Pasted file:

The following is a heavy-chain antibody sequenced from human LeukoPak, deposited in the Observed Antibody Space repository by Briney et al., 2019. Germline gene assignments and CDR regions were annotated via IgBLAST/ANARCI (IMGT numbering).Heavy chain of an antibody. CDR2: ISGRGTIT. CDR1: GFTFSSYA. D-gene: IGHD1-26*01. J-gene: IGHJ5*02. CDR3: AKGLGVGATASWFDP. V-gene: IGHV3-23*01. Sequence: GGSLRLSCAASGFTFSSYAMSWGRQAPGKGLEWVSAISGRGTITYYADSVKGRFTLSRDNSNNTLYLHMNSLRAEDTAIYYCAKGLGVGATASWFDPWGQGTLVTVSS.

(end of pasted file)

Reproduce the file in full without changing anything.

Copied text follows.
The following is a heavy-chain antibody sequenced from human LeukoPak, deposited in the Observed Antibody Space repository by Briney et al., 2019. Germline gene assignments and CDR regions were annotated via IgBLAST/ANARCI (IMGT numbering).Heavy chain of an antibody. CDR2: ISGRGTIT. CDR1: GFTFSSYA. D-gene: IGHD1-26*01. J-gene: IGHJ5*02. CDR3: AKGLGVGATASWFDP. V-gene: IGHV3-23*01. Sequence: GGSLRLSCAASGFTFSSYAMSWGRQAPGKGLEWVSAISGRGTITYYADSVKGRFTLSRDNSNNTLYLHMNSLRAEDTAIYYCAKGLGVGATASWFDPWGQGTLVTVSS.